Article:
The software is intended to assess and report prostate MRI studies by automatically producing 3D segmentations, volumes and risk scores, with the outputs supporting clinicians’ decisions over biopsies and treatments.

There are 1.4 million diagnoses of prostate cancer globally each year. In the US alone, some 288,000 are diagnosed and 35,000 die each year from the disease. Pi is not for sale in the US at this stage.

Data from Prostate Cancer UK shows patients suffer from a postcode lottery in the UK, with 35 per cent of men with prostate cancer in Scotland diagnosed late at stage 4, which leads to debilitating treatment and fewer than half of them survive five years. By contrast, 12.5 per cent are diagnosed at stage 4 in London.

As with all cancers, earlier detection is key to cutting rates of advanced and metastatic disease and improve patients’ experience, outcomes and life expectancy.

Lucida Medical Co-founder and Chief Medical Officer Prof Evis Sala, Professor of Oncological Imaging at the University of Cambridge
Lucida Medical Co-founder and Chief Medical Officer Prof Evis Sala, Professor of Oncological Imaging at the University of Cambridge

Prof Evis Sala, Lucida Medical’s co-founder and chief medical officer, who is chair of radiology at the Università Cattolica del Sacro Cuore and director of the Advanced Radiology Centre at the Policlinico Universitario A Gemelli in Rome, said: “We desperately need to cut waiting times, detect cancer early, and provide patients and clinicians with all the information needed to for optimum treatment.”

Prof Sala, who was professor of oncological imaging at the University of Cambridge and Addenbrooke’s Hospital when Lucida Medical was launched, added: “With this CE mark, the results of our investment in AI and clinical research over the last four years can now be used by doctors to provide the best possible diagnosis for men with suspected prostate cancer.”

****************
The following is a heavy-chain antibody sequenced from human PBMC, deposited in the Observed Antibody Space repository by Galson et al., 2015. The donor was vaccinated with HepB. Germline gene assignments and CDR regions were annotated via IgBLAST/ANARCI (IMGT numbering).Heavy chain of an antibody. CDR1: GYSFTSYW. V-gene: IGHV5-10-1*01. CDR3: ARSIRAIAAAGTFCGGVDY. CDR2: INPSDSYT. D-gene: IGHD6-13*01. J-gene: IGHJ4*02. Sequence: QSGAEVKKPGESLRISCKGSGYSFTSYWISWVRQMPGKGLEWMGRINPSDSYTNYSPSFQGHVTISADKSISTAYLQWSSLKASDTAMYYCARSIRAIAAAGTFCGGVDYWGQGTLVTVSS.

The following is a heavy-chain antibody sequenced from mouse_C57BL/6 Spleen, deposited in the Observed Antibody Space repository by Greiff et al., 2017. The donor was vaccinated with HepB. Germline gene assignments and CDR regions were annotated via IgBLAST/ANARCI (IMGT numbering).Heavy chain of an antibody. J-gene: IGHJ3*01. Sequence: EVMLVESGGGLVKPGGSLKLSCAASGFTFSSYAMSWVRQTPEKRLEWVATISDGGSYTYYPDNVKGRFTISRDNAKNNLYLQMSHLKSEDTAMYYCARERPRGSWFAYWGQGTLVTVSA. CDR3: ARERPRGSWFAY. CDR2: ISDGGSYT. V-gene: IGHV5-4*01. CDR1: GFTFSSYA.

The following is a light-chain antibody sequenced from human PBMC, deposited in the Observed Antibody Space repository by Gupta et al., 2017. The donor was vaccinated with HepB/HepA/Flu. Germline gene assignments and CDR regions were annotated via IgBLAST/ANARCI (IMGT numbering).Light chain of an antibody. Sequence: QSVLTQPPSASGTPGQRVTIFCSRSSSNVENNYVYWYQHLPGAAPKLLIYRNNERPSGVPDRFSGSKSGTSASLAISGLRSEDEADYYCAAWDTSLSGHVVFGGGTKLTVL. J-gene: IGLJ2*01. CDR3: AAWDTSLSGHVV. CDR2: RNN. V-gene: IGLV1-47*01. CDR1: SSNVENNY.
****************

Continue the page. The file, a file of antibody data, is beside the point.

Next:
The company previously received a CE mark in 2021 for an earlier reporting tool that provided visualisations to radiologists.

Dr Rix told the Cambridge Independent: “Due to the limitations of the Class I certification we had in 2021, it could not provide decision support or calculations. We developed the new product because hospitals want the AI to provide a full set of outputs to help them diagnose prostate cancer.

“The new Class IIb certification under the EU Medical Device Regulation enables the software to provide decision support for prostate cancer patients from screening to treatment.

“It produces accurate risk predictions to assess whether a patient requires biopsy or not, calculates volumes of organs and suspected cancers to save time spent in otherwise painstaking manual measurement, and outputs 3D visualisations to support biopsy and treatment.